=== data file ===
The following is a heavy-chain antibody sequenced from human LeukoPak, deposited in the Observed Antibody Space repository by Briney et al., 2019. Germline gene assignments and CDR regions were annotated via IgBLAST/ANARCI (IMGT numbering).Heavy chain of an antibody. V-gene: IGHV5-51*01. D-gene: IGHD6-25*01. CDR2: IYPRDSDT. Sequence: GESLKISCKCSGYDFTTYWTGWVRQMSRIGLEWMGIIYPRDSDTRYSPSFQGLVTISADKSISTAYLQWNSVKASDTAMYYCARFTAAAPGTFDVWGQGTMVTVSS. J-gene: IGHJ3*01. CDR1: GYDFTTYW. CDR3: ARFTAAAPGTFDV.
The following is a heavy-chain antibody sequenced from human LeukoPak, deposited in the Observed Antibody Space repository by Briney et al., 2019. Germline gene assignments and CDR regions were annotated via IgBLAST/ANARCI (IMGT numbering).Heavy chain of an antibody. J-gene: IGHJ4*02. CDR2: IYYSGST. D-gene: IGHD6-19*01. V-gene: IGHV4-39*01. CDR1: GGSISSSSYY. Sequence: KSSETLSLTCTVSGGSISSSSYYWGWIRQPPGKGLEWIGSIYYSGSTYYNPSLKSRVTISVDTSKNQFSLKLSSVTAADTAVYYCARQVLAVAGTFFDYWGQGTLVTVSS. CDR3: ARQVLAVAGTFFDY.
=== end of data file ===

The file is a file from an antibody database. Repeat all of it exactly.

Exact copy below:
The following is a heavy-chain antibody sequenced from human LeukoPak, deposited in the Observed Antibody Space repository by Briney et al., 2019. Germline gene assignments and CDR regions were annotated via IgBLAST/ANARCI (IMGT numbering).Heavy chain of an antibody. V-gene: IGHV5-51*01. D-gene: IGHD6-25*01. CDR2: IYPRDSDT. Sequence: GESLKISCKCSGYDFTTYWTGWVRQMSRIGLEWMGIIYPRDSDTRYSPSFQGLVTISADKSISTAYLQWNSVKASDTAMYYCARFTAAAPGTFDVWGQGTMVTVSS. J-gene: IGHJ3*01. CDR1: GYDFTTYW. CDR3: ARFTAAAPGTFDV.
The following is a heavy-chain antibody sequenced from human LeukoPak, deposited in the Observed Antibody Space repository by Briney et al., 2019. Germline gene assignments and CDR regions were annotated via IgBLAST/ANARCI (IMGT numbering).Heavy chain of an antibody. J-gene: IGHJ4*02. CDR2: IYYSGST. D-gene: IGHD6-19*01. V-gene: IGHV4-39*01. CDR1: GGSISSSSYY. Sequence: KSSETLSLTCTVSGGSISSSSYYWGWIRQPPGKGLEWIGSIYYSGSTYYNPSLKSRVTISVDTSKNQFSLKLSSVTAADTAVYYCARQVLAVAGTFFDYWGQGTLVTVSS. CDR3: ARQVLAVAGTFFDY.